How To Implement JavaScript Array Methods From Scratch

PostedDecember 12, 2019 1.8k views JavaScript

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Introduction

JavaScript includes several functions for working with arrays that go beyond the for loop. You may have used these functions in your own projects and wondered how they work and why you’d use one over another.

There’s no better way to ensure that you understand how something works than building your own version from scratch. In this article you are going to do just that by creating your own versions of map, reduce, sort, and filter from scratch. When you’re done, you’ll have a better understanding of these functions and their uses.

By combining ES6 Arrow Functions with JavaScript Array functions, you can write extremely powerful and clean code.

How JavaScript Array Methods Work

Let’s start with an example. Let’s say you want to iterate through an array of numbers, increment each element by one, and return the new array. In the past, you would need to do several things to accomplish this.

  • initialize a new empty array
  • iterate through each element in th eoriginal array
  • alter that element and put the altered value into the new array

The code would look like this.

const arr =[1,2,3];
const newArray = [];

for (let i = 0; i < arr.length; i++) {
   newArray[i] = arr[i] + 1;
}
return newArray;

With the built in map function, you can accomplish this in a single line of code:

return arr.map( element => ++element);

JavaScript Array methods heavily leverage ES6 Arrow Functions.

Each of the Array functions we will cover accept a function as a parameter. They will iterate through each element of the array and call that function to determine what to do with each element. After iterating through each element and calling the callback function, a new array or item (see reduce below) will be returned.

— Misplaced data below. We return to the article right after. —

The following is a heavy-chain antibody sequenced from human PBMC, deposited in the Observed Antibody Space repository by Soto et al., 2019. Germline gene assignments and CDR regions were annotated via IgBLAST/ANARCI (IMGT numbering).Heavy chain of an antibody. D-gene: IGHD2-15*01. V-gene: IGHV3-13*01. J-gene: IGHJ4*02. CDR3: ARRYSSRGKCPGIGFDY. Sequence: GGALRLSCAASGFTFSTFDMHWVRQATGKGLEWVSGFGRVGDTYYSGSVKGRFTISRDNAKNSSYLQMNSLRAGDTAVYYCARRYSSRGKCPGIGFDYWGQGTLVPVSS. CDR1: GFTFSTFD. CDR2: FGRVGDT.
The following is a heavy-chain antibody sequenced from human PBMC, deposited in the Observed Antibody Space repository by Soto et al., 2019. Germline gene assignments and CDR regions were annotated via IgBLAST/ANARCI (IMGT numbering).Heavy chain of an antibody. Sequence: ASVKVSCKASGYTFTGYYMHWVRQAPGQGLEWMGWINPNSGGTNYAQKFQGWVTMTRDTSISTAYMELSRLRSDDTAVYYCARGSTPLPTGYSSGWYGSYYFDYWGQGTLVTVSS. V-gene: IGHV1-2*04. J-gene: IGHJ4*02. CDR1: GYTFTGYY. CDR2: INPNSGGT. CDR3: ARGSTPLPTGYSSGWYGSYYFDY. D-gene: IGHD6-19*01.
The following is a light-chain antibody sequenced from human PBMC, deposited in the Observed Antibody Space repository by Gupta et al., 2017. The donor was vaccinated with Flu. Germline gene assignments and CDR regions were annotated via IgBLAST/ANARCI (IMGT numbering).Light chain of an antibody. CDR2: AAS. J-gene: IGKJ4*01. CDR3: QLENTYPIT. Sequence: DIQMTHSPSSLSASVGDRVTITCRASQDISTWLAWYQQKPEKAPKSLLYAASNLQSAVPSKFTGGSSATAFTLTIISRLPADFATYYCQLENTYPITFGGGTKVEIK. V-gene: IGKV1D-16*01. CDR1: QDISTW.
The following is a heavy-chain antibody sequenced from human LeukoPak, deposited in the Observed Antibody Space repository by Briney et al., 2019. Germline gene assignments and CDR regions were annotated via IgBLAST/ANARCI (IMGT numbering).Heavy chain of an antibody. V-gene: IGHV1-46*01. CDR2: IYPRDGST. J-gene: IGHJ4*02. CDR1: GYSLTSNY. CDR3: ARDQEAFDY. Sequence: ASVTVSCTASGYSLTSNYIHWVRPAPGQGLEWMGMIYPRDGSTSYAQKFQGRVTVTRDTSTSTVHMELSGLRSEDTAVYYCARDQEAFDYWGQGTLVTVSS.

Implementing Map

map iterates through each element, transforms it in some way, adds it to a new array, and returns the new array.

Let’s start by stubbing out the map function to prove that we can successfully override the original Map function.

Warning: In this article, you’re going to overwrite existing JavaScript functions. This is for educational purposes only; this practice is not recommended in production code.

JavaScript array functions are part of the Array prototype, just like functions on a class in Java, for example. To override them, assign a new function to Array.prototype.

To stub out map, create a new function and assign it to Array.prototype.map:

const myCustomMapFunction = ( callback ) {
    console.log("My Custom Map Function!");
}
Array.prototype.map = myCustomMapFunction;

const arr = [1,2,3];

arr.map();

If you run this code, you see the log message in the console. Now we can add the for loop and print out each element. Since the array itself is what calls the method, we get access to that array by referencing “this”.

const myCustomMapFunction = ( callback ) {
    //this refers to the array
    for (let i = 0; i < this.length; i++) {
        console.log(this[i]);
    }

}

Now, we need to perform whatever transformation is required by calling the callback function. When we do, we will pass a couple of things, the current element and the current index.

const myCustomMapFunction = ( callback ) {
    //this refers to the array
    for (let i = 0; i < this.length; i++) {
        const transformedElement = callback([this[i], i);
    }

}

And lastly, add the transformed elements to a new array and return that array.

const myCustomMapFunction = ( callback ) {
    const newArray = [];

    for (let i = 0; i < this.length; i++) {
        newArray[i] = callback(this[i], i);
    }

return newArray;
}

Implementing Filter

The filter function returns a new array of elements filtered from the original array.

Let’s start by stubbing out our filter method.

const myCustomFilterFunction = () {
    console.log("My Custom Filter Function!");
}
Array.prototype.filter = myCustomMapFunction;

Now, let’s set up the for loop to iterate through each element.

const myCustomFilterFunction = ( callback ) {
    const newArray = [];

    for (let i = 0; i < this.length; i++) {
        console.log(this[i]);
    }

}

Inside of the for loop, we need to decide whether or not to add each element to the new array. This is the purpose of the callback function, so we use it to conditionally add each element. If the return value is false, push the element on to the return array.